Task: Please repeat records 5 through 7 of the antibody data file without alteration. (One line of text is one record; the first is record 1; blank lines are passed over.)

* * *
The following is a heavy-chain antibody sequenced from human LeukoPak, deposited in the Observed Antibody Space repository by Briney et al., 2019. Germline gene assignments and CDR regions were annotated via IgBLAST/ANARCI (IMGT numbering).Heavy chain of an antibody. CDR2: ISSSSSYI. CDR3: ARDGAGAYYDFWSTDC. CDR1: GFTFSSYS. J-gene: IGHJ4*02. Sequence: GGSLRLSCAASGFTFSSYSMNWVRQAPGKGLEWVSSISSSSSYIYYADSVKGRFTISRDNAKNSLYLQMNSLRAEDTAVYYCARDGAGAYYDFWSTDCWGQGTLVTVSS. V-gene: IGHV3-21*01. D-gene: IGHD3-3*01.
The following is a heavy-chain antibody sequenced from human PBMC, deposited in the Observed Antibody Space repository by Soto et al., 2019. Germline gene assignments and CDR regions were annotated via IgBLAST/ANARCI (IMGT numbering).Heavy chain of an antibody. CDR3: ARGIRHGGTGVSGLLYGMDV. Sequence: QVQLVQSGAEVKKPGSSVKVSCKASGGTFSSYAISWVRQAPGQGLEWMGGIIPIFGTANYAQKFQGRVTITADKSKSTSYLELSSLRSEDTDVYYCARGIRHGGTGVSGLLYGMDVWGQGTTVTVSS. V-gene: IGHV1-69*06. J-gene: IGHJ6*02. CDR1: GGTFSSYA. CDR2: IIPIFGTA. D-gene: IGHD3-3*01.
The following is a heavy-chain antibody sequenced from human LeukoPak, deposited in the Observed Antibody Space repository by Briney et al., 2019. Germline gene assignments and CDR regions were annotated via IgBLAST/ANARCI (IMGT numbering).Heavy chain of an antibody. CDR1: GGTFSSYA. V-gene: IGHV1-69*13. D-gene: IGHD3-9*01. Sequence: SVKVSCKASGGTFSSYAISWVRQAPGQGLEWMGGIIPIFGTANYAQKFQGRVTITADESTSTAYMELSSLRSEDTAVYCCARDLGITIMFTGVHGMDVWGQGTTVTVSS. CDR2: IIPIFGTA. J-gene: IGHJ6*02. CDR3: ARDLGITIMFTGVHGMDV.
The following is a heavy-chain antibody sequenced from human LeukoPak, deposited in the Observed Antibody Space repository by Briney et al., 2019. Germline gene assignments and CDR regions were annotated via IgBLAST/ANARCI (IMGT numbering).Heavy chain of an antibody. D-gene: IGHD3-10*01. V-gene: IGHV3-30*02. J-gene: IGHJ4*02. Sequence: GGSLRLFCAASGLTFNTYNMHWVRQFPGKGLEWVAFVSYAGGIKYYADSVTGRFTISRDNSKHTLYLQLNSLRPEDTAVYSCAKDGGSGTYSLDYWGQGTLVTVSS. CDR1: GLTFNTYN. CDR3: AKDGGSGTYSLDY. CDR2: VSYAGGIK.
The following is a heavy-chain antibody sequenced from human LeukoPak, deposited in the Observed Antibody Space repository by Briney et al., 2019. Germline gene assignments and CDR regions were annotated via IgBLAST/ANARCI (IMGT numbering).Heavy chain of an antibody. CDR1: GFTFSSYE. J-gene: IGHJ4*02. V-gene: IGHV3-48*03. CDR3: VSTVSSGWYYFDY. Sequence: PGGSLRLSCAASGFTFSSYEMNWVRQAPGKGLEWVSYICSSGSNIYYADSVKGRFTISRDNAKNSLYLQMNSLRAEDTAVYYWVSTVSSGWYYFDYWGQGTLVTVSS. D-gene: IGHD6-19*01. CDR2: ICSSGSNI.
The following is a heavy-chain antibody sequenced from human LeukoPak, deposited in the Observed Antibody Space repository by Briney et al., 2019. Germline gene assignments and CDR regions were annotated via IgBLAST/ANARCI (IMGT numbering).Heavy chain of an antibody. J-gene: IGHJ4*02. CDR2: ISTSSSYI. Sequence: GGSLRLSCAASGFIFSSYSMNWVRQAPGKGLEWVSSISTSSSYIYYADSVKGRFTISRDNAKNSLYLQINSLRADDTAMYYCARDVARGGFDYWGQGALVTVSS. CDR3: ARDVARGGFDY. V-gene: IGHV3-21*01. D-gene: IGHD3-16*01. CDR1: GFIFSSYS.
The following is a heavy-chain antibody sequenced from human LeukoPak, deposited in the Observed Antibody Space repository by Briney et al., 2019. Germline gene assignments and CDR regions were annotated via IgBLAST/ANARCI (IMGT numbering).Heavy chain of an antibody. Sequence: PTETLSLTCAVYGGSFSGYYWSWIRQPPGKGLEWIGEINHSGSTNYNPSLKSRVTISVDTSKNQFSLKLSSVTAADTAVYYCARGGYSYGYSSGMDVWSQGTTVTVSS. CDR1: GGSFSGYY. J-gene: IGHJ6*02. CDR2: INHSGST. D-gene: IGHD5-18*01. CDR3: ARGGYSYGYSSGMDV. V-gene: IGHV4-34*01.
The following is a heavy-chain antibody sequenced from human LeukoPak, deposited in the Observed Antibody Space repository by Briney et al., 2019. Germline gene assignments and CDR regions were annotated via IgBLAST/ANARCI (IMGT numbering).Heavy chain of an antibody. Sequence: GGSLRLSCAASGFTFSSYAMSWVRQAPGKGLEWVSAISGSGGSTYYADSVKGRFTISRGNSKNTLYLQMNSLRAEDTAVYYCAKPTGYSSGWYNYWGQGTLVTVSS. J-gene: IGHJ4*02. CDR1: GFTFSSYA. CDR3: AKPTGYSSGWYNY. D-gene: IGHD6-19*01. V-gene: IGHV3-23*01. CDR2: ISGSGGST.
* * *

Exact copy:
The following is a heavy-chain antibody sequenced from human LeukoPak, deposited in the Observed Antibody Space repository by Briney et al., 2019. Germline gene assignments and CDR regions were annotated via IgBLAST/ANARCI (IMGT numbering).Heavy chain of an antibody. CDR1: GFTFSSYE. J-gene: IGHJ4*02. V-gene: IGHV3-48*03. CDR3: VSTVSSGWYYFDY. Sequence: PGGSLRLSCAASGFTFSSYEMNWVRQAPGKGLEWVSYICSSGSNIYYADSVKGRFTISRDNAKNSLYLQMNSLRAEDTAVYYWVSTVSSGWYYFDYWGQGTLVTVSS. D-gene: IGHD6-19*01. CDR2: ICSSGSNI.
The following is a heavy-chain antibody sequenced from human LeukoPak, deposited in the Observed Antibody Space repository by Briney et al., 2019. Germline gene assignments and CDR regions were annotated via IgBLAST/ANARCI (IMGT numbering).Heavy chain of an antibody. J-gene: IGHJ4*02. CDR2: ISTSSSYI. Sequence: GGSLRLSCAASGFIFSSYSMNWVRQAPGKGLEWVSSISTSSSYIYYADSVKGRFTISRDNAKNSLYLQINSLRADDTAMYYCARDVARGGFDYWGQGALVTVSS. CDR3: ARDVARGGFDY. V-gene: IGHV3-21*01. D-gene: IGHD3-16*01. CDR1: GFIFSSYS.
The following is a heavy-chain antibody sequenced from human LeukoPak, deposited in the Observed Antibody Space repository by Briney et al., 2019. Germline gene assignments and CDR regions were annotated via IgBLAST/ANARCI (IMGT numbering).Heavy chain of an antibody. Sequence: PTETLSLTCAVYGGSFSGYYWSWIRQPPGKGLEWIGEINHSGSTNYNPSLKSRVTISVDTSKNQFSLKLSSVTAADTAVYYCARGGYSYGYSSGMDVWSQGTTVTVSS. CDR1: GGSFSGYY. J-gene: IGHJ6*02. CDR2: INHSGST. D-gene: IGHD5-18*01. CDR3: ARGGYSYGYSSGMDV. V-gene: IGHV4-34*01.